Inland Revenue is also raising the spectre of tax avoidance in a range of other cases that may or may not ultimately reach the courts for consideration. They themselves are still looking to push the envelope until they encounter resistance. Note also the extensive financial and emotional costs of defending any such attack. So how did it all come to this?
The answer is not necessarily that taxpayers have changed their behaviour over time; it is that the boundary of what is and is not considered tax avoidance by Inland Revenue and the courts has shifted. This by the way is a global phenomenon – it’s not just a New Zealand issue.
The obvious question that follows is where is the boundary now and where is it going? The results of the 2011 Mood of the Boardroom survey are a mixed bag as to the level of concern this uncertainty generates. Only 39% of respondents are concerned that uncertainty currently exists around what constitutes tax avoidance, while 62% think the Government should to more to provide certainty on the tax avoidance boundary.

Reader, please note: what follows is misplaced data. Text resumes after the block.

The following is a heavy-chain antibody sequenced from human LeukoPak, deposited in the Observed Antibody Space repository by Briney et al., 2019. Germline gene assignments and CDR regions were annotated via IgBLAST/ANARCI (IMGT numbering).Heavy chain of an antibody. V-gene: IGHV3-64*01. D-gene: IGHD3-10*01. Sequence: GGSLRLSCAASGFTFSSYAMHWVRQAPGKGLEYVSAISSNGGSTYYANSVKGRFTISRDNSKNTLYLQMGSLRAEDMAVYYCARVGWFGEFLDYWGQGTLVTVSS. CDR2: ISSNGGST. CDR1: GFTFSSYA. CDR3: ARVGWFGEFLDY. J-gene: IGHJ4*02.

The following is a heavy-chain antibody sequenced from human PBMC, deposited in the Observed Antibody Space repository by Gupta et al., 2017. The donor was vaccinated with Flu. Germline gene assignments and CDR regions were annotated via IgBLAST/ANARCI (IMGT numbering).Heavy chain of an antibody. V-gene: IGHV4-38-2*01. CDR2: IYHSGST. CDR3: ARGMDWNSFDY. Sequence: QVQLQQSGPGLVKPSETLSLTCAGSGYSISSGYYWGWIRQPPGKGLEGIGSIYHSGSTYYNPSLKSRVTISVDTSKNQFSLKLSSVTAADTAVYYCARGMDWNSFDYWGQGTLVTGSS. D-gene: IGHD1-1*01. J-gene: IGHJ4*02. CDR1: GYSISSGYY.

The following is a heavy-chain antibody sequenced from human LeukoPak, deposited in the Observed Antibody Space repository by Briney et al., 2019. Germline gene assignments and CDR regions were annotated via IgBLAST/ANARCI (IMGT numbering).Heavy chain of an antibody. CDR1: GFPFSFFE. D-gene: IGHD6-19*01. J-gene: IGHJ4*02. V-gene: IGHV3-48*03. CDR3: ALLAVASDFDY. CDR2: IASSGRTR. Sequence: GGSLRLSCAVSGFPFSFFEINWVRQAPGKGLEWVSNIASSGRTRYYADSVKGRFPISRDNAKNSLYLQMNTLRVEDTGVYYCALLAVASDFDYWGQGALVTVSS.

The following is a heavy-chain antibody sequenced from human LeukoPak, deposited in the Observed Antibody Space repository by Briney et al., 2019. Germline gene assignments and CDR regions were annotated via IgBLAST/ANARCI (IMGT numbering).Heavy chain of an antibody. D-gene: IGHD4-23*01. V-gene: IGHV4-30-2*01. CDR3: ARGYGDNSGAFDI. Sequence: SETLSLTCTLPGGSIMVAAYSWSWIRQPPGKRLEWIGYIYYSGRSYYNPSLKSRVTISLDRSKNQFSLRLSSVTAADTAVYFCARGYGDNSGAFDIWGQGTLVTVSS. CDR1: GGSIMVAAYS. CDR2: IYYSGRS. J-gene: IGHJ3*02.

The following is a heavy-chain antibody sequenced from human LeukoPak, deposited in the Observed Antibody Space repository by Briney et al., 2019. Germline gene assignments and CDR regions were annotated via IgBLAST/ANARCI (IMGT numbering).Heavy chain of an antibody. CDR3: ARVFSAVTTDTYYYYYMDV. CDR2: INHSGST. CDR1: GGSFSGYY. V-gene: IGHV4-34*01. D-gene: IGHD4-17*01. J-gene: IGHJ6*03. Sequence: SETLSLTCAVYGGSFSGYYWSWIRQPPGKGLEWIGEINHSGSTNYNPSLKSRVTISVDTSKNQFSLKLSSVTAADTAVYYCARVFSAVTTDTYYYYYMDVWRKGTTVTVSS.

This compares to a recent BusinessNZ survey of its members, in which more than half of respondents were concerned about the uncertainty and 77% thought that the Government should be doing more. The CEO responses are therefore in one sense surprising.
One reason for this may be that the responses provided could in part depend on how far Inland Revenue has been prepared to push tax matters within the respondents’ own organisations. In any event, a clear majority is still calling for greater clarity.
To this end, Inland Revenue has promised to release its long awaited guidance on the tax avoidance boundary “shortly”, actually now expected before year end.
Time will tell when that guidance is actually released let alone whether it provides sufficient certainty.
Either way it will reignite the debate on this topic which is long overdue.